While many people focus on reducing, reusing, and recycling on a smaller scale as the primary means of slowing global warming, there may be a larger element at work. Construction waste has consistently been a significant contributor to landfills worldwide, and may be accelerating climate change.
Pollution and waste across the world has been a growing problem for decades, however, most people have taken a personal approach to addressing it. The problem may instead be larger than what individuals on their own can solve; at this point, the problem is severe enough where consumption patterns will need to change in order to properly address it. Today the world makes and consumes about 600 billion pounds of plastic yearly, and the market is still growing about 5% a year. Entire industries, such as construction, will need to shift in order to properly curb the impact of pollution and waste on the environment. While many industries contribute to global waste, construction is among the most wasteful.
Construction across the globe has historically contributed significantly to the amount of waste in landfills, with much of it being material that could either be recycled or reused. Wood makes up roughly 20% to 30% of construction and demolition waste, and in many cases, this wood would be able to be reclaimed and repurposed for other building projects. Wood in construction can often cause other environmental problems as well, with many types of wood being sourced irresponsibly or illegally. These practices can leave entire ecosystems at risk when left unchecked.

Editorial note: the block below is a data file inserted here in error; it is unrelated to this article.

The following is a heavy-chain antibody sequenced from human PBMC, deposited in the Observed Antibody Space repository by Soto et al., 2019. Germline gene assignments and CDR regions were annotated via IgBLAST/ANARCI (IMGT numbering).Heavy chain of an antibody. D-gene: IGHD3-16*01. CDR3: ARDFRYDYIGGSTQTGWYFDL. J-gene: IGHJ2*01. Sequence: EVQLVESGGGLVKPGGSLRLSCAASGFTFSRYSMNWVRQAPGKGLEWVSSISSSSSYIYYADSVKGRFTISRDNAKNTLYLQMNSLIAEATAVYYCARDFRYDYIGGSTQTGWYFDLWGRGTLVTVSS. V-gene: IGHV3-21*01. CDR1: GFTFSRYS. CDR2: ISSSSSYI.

Unfortunately, with current industry patterns, the damage construction is doing to the environment is likely to continue. The volume of construction waste worldwide every year is projected to nearly double to 2.2 billion tons by the year 2025. This number includes waste generated at every step during the construction project, from initial excavation to final touches. However, there are some potential options for addressing this problem before it reaches this point.
In the face of climate change and an industry that needs changing, some construction methods are starting to rise in popularity. Construction techniques that reduce waste during building are slowly gaining traction, including methods that make use of prefabricated pieces. ICF walls, for example, are constructed one row at a time, with end blocks being cut to fit to reduce waste.
Additionally, modern technology is helping to cut down on construction waste through new and innovative means. Some are even 3D-printing homes and other structures to practically eliminate waste during construction. Technological advancements are making it easier than ever to build new structures with as little impact on the environment as possible.
As new technologies develop, the construction industry is likely to shift to reduce the amount of waste it creates. However, if these techniques and technologies aren’t adopted, construction waste will continue to accumulate and cause problems for the environment. While recycling and keeping track of your own environmental impact is important, without industries also following this trend, the global climate will continue to suffer.